But the MDGs do not recognize that poverty is a function of human rights violations (such as the right to an adequate standard of living, the right to freedom from discrimination, and the right to development). Indeed, the MDGs posit housing, health care, and access to food and water not as non-negotiable and universal rights, but as “needs” to be met. By extension, the poor are not seen as autonomous subjects demanding that governments meet their legal obligations, but as a passive “target group” of policymaking. Sustainable development—which depends on broad civic participation, social justice, and a fundamental shift in the balance of power—is sidelined by this failure of the MDGs to operate within a human rights framework.

In fact, human rights standards are a useful yardstick for evaluating the MDGs. They reveal that the MDGs are not a spontaneous expression of governmental goodwill. Rather, the MDGs constitute pre-existing international obligations, some dating back more than 50 years. Ultimately, for the goals to be a tool for advancing women’s human rights, they must be treated not as a technical process, but as a political process. MADRE is working with our sister organizations and other women’s organizations internationally to push for a rights-based approach to the MDGs that goes beyond improving statistical indicators to addressing root causes of human rights violations.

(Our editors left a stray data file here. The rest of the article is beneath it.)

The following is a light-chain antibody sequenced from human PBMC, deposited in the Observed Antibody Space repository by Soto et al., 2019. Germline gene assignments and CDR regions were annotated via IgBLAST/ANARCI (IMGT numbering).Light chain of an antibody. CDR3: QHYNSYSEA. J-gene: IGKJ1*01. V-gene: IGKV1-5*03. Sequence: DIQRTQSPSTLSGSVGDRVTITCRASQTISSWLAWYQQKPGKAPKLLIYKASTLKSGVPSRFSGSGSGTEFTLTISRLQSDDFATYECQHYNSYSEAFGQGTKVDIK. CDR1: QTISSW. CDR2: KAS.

By Yifat Susskind, Associate Director